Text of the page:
Record-setting Laser May Aid Searches for Earthlike Planets

May 05, 2008
Record-setting Laser May Aid Searches for Earthlike Planets
Experimental data from a NIST "gap-toothed" frequency comb that are false colored to indicate the range from low power (red) to high power (blue). The comb is specially designed for astronomy. Each "tooth" is a precisely known frequency, and the teeth are widely separated (by 20 gigahertz) in comparison to a standard comb. Credit: M. Kirchner & S. Diddams/NIST

Scientists at the University of Konstanz in Germany and the National Institute of Standards and Technology (NIST) have demonstrated an ultrafast laser that offers a record combination of high speed, short pulses and high average power. The same NIST group also has shown that this type of laser, when used as a frequency comb—an ultraprecise technique for measuring different colors of light—could boost the sensitivity of astronomical tools searching for other Earthlike planets as much as 100 fold.

The dime-sized laser, to be described Thursday, May 8, at the Conference on Lasers and Electro-Optics,* emits 10 billion pulses per second, each lasting about 40 femtoseconds (quadrillionths of a second), with an average power of 650 milliwatts. For comparison, the new laser produces pulses 10 times more often than a standard NIST frequency comb while producing much shorter pulses than other lasers operating at comparable speeds. The new laser is also 100 to 1000 times more powerful than typical high-speed lasers, producing clearer signals in experiments. The laser was built by Albrecht Bartels at the Center for Applied Photonics of the University of Konstanz.

Among its applications, the new laser can be used in searches for planets orbiting distant stars. Astronomers look for slight variations in the colors of starlight over time as clues to the presence of a planet orbiting the star. The variations are due to the small wobbles induced in the star’s motion as the orbiting planet tugs it back and forth, producing minute shifts in the apparent color (frequency) of the starlight. Currently, astronomers’ instruments are calibrated with frequency standards that are limited in spectral coverage and stability.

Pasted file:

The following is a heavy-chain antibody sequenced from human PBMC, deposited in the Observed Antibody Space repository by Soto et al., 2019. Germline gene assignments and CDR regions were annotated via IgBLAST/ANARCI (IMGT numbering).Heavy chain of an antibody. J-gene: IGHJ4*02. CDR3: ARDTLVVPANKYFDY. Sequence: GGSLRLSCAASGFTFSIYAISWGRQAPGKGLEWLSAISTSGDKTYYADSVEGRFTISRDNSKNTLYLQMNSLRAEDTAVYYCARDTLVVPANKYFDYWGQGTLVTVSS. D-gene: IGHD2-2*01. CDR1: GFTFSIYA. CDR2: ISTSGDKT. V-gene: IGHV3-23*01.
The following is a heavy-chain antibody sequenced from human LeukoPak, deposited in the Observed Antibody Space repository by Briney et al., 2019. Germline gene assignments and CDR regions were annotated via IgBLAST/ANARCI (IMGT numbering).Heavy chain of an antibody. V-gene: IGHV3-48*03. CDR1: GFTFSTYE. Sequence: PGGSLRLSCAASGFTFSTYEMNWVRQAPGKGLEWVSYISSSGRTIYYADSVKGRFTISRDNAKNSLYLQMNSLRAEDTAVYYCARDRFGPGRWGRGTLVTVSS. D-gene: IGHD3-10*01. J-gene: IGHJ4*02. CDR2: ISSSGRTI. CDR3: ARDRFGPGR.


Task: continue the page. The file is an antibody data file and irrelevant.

Frequency combs could be more accurate calibration tools, helping to pinpoint even smaller variations in starlight caused by tiny Earthlike planets. Such small planets would cause color shifts equivalent to a star wobble of just a few centimeters per second. Current instruments can detect, at best, a wobble of about 1 meter per second.

Standard frequency combs have “teeth” that are too finely spaced for astronomical instruments to read. The faster laser is one approach to solving this problem. In a separate paper,** the NIST group and astronomer Steve Osterman at the University of Colorado at Boulder describe how, by bouncing the light between sets of mirrors a particular distance apart, they can eliminate periodic blocks of teeth to create a gap-toothed comb. This leaves only every 10th or 20th tooth, making an ideal ruler for astronomy.

Both approaches have advantages for astronomical planet finding and related applications. The dime-sized laser is very simple in construction and produces powerful and extremely well-defined comb teeth. On the other hand, the filtering approach can cover a broader range of wavelengths. Four or five filtering cavities in parallel would provide a high-precision comb of about 25,000 evenly spaced teeth that spans the visible to near-infrared wavelengths (400 to 1100 nanometers), NIST physicist Scott Diddams says.